China's smartphone manufacturer Xiaomi has rejected the Lithuanian cyber security agency's findings that its devices have security vulnerabilities and plans to engage a "third-party agency" to assess the allegations.
In a statement released this week, the manufacturer said its phones do not restrict or filter communications to or from their users, and have not done so in the past.
Xiaomi's phones use advertising management software that has limited ability to manage paid and push advertisements sent to the devices via apps, according to the company.
"It is software that can be used to protect users from offensive content, such as pornography, violence, hate speech and references that could be outrageous to users," it said. "It is a common practice in the smartphone and web industry around the world."
The manufacturer said it regularly reviews the policies of its advertising management system to ensure that they meet users' needs and expectations.
"The report incorrectly claims inappropriate data handling. Xiaomi is fully compliant with all GDPR requirements, including the handling, processing and transfer of end-user data," according to the statement.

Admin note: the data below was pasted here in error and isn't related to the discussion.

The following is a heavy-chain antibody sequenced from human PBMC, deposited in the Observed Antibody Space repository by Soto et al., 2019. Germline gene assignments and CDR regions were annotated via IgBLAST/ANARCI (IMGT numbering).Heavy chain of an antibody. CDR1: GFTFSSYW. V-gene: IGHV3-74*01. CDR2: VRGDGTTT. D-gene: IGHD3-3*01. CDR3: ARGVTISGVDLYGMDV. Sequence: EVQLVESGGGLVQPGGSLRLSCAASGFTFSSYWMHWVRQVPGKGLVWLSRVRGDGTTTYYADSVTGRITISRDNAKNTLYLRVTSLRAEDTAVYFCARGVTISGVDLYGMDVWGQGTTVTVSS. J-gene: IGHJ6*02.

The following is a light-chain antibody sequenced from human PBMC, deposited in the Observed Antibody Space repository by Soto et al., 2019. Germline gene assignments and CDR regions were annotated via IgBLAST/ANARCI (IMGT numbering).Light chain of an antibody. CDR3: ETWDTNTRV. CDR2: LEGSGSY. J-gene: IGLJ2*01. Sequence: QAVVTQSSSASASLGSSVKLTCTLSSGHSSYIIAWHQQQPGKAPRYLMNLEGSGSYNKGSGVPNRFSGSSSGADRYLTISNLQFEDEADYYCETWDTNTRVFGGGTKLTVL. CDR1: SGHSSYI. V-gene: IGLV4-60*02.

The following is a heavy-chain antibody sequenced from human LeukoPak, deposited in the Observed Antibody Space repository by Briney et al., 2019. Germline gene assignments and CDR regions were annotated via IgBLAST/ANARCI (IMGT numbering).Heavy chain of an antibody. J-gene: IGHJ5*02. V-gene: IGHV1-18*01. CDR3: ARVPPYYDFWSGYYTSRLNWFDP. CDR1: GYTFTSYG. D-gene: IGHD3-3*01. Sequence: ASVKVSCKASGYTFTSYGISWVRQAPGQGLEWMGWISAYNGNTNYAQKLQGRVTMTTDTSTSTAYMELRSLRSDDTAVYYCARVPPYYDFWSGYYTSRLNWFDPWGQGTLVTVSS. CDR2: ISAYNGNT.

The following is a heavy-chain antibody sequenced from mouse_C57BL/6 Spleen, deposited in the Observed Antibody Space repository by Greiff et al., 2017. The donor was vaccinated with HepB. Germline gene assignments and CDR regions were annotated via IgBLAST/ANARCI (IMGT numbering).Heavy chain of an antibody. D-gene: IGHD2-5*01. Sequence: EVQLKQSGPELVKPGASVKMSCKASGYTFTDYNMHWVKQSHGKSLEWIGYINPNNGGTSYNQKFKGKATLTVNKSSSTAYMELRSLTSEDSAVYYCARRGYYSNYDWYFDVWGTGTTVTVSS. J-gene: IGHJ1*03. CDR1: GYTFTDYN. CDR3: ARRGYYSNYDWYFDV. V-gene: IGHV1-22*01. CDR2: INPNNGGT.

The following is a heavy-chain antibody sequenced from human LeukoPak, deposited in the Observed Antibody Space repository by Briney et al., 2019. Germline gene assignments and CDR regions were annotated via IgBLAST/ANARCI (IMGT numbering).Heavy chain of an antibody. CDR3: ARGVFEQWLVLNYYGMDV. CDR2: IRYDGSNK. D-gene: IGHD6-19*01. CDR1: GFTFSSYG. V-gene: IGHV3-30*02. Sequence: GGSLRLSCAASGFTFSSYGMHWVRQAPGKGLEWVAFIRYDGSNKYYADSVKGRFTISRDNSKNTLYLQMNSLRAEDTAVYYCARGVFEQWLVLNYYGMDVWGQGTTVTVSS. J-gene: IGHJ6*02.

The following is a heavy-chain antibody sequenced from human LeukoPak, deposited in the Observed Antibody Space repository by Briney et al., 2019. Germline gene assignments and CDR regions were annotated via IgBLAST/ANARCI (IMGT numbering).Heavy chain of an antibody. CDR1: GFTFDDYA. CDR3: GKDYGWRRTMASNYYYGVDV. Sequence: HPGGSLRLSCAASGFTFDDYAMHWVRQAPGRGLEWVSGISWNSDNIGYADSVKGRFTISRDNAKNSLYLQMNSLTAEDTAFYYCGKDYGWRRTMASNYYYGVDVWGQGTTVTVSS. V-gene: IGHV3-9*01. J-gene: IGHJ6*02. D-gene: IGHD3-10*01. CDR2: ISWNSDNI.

"Our compliance applies to all systems, apps and services. Any use of personal data is subject to the user's prior consent and is always subject to local or regional laws and regulations of the European Union and its member states."
Xiaomi also said it would engage an unnamed "independent and professional third party agency" to assess the allegations found in the report by Lithuania’s National Cyber Security Centre on security risks found in Chinese flagship phones sold in Lithuania.
In the report released last week, the centre said that the analysed Xiaomi smartphone has built-in censorship capabilities. When a user chooses to use Xiaomi cloud services, the user's phone sends an encrypted registration SMS that is not saved anywhere on the device, which creates a risk of personal data leakage, according to the report.
Another security risk comes from the fact that the Xiaomi phone uses not only the usual Google Analytics, but also a Chinese module that has been found to collect and periodically send out statistical information on 61 parameters about user activities on the device.
The analysis also identified cybersecurity risks in a Huawei smartphone, which the manufacturer has dismissed.